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Round New Zealand’s North Island Two by Two

Northern California has the Singlehanded Sailing Society and Southern California has the Pacific Singlehanded Sailing Association. Much farther south, in New Zealand, they have the Short Handed Sailing Association, or SSANZ. It’s kind of like the California versions only turbocharged with faster winds and faster boats. Their latest race has just finished. Thirty-eight boats signed up to race around the North Island in the aptly-named Round North Island Race, or RNI for short.

Only doublehanded crews are allowed. The race started from Auckland on February 22, then headed anti-clockwise in four legs with layovers in towns that are basically at the four corners of the island. (Think of it as a giant version of British Columbia’s Van Isle 360 that goes around Vancouver Island.) Conditions varied. Each leg has its own mood, from protected light winds to a windy ocean along a lee shore. The boats were varied too, with everything from 27 feet to 52 feet. Let’s break down the winners and some of the more interesting competitors (with a North American translation).

The smallest boat was Moving Violation, an Elliott 7.9m with Ben Beasley and Nick Gardiner, two young dinghy sailors who met at their local junior program. Translation: Two Richmond YC kids race their Express 27 on the Coastal Cup and then to Hawaii in really windy years.

Moving Violation
The 26-ft Moving Violation. Ben is 19; Nick (aka Nipper) is 20.
© 2020 Short Handed Sailing Association

The biggest boat was Kia Kaha, a TP52 sailed by the father/daughter team of Chris Hornell and Rebecca Gmuer-Hornell, obviously two crazy people on a death mission. Translation: “Honey, let’s race the Farr 36 One Design to Kaneohe. It will be fun.”

Kia Kaha
The TP52 Kia Kaha, obviously in a different race with her full crew aboard.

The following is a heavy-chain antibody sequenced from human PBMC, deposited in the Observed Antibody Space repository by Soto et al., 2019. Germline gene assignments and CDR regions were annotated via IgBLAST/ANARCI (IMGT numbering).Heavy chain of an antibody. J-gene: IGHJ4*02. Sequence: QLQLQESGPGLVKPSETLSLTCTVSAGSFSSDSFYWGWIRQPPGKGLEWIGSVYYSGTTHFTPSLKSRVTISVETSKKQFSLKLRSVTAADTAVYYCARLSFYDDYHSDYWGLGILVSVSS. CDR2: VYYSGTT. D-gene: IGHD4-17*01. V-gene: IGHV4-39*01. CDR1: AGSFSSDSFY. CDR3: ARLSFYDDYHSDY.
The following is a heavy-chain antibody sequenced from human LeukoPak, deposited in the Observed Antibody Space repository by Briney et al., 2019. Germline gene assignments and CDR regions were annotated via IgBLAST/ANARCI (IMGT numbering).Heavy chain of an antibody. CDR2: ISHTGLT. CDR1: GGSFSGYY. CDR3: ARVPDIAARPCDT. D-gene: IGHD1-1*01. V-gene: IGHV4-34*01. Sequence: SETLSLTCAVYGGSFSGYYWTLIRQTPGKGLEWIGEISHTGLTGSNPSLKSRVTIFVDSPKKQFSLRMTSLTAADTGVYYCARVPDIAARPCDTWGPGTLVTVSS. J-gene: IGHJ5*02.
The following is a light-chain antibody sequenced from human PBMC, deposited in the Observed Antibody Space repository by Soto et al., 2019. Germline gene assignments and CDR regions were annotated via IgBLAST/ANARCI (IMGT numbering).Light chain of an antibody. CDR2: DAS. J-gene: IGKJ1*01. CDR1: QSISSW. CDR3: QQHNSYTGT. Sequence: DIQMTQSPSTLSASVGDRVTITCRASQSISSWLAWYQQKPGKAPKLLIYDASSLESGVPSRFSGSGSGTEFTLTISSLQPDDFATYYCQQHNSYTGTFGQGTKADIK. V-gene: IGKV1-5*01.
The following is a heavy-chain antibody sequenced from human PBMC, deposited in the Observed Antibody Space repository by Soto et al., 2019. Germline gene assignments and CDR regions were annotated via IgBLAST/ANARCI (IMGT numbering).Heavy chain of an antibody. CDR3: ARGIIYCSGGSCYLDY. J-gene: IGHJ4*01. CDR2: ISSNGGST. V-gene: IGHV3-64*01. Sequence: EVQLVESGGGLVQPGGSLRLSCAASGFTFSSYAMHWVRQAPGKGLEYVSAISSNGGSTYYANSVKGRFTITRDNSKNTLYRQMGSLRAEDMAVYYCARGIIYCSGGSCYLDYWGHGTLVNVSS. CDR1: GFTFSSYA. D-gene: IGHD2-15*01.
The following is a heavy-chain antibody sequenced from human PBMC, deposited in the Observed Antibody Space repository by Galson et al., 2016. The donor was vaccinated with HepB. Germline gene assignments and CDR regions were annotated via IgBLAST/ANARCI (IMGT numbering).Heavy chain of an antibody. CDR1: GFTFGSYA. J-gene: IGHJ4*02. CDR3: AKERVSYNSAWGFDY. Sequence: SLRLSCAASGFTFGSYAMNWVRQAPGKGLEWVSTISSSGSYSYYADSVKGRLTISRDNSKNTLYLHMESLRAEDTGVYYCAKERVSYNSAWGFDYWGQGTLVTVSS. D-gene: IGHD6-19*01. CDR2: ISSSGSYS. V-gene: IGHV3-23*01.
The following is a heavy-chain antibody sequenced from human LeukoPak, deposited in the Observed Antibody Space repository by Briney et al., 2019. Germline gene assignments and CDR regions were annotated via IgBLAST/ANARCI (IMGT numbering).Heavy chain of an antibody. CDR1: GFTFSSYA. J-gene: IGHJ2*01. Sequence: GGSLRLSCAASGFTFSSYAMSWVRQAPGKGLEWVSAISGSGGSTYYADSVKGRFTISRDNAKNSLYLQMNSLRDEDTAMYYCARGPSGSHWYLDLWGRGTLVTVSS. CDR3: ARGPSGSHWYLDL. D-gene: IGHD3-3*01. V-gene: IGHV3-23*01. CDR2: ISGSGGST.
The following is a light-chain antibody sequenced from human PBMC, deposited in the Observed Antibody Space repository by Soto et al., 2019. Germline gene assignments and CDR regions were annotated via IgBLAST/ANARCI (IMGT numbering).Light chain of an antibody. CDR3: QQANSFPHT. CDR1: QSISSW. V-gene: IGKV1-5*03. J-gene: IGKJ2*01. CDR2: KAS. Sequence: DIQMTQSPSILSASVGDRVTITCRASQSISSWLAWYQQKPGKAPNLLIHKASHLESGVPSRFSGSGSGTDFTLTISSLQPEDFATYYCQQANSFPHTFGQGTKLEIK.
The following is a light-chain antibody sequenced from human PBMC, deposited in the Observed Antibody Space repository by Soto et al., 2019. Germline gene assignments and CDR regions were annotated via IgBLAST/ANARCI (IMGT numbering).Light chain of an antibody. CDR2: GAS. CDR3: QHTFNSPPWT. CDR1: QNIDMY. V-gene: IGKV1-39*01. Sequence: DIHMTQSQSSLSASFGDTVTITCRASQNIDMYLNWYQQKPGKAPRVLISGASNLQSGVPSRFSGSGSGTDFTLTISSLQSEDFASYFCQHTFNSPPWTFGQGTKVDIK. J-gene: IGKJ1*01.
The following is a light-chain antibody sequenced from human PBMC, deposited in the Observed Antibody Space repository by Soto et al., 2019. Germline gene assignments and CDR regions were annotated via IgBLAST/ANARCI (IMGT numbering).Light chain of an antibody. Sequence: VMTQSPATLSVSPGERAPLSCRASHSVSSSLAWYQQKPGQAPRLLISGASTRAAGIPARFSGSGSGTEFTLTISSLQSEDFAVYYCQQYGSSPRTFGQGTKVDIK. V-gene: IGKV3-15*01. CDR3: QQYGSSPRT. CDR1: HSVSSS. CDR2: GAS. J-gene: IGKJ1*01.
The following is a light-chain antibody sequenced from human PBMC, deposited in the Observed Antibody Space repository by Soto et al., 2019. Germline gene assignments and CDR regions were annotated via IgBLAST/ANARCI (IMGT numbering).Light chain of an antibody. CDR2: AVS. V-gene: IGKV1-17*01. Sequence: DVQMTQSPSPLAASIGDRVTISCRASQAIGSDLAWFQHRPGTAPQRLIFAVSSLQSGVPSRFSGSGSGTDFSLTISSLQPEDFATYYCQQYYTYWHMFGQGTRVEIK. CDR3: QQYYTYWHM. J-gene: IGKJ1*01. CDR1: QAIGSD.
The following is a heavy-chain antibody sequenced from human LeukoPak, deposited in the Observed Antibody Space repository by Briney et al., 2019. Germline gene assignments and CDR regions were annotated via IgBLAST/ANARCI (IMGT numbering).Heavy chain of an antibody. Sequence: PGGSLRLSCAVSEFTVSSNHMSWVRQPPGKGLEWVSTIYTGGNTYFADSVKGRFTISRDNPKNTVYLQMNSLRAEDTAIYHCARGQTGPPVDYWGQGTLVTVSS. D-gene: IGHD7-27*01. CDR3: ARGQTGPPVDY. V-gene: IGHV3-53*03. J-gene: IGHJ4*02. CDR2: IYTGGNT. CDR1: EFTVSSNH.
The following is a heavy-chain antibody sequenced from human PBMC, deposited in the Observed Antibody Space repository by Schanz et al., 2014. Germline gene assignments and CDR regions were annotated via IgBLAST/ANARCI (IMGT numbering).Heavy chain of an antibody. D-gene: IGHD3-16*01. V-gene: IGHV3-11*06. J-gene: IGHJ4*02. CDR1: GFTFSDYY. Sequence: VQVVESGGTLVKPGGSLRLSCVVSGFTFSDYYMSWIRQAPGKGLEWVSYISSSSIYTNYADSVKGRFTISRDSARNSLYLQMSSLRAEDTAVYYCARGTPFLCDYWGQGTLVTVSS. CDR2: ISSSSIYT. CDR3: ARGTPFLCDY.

© 2020 Short Handed Sailing Association

The most practical boat was Am Meer, a Bavaria 38 with husband and wife Geoff Thorn and Katie Mathison. Translation: This is the boat that attracts the small, wet boats at the raft-up to enjoy comfort in the Drake’s Bay Race.

Of the 38 boats that started only four dropped out with gear failure, an amazing feat considering the scope and difficulty of the course.

The overall three top winning boats were a good example of the variety of the fleet with Clockwork, a fast BW37 (sort of like one of our Santa Cruz 37s) coming in first. Laissez-faire, a humble Beneteau First 47.7 (we have lots of those too) came in second. Mr. Kite, a Cape 40, finished third. A name like Cape 40 makes it sound like a cruiser, but it’s not. It’s a canting-keel, carbon fiber, twin-canard experimental thing that goes really fast. (We don’t have one of those here.)

Mr. Kite
Andrew Cape designed Mr. Kite. Boat Speed Performance built her in New South Wales, Australia, in 2005.

Tough boats and — more importantly — tough people make up the SSANZ. We in Northern California and beyond have someone to look up to in the shorthanded world.

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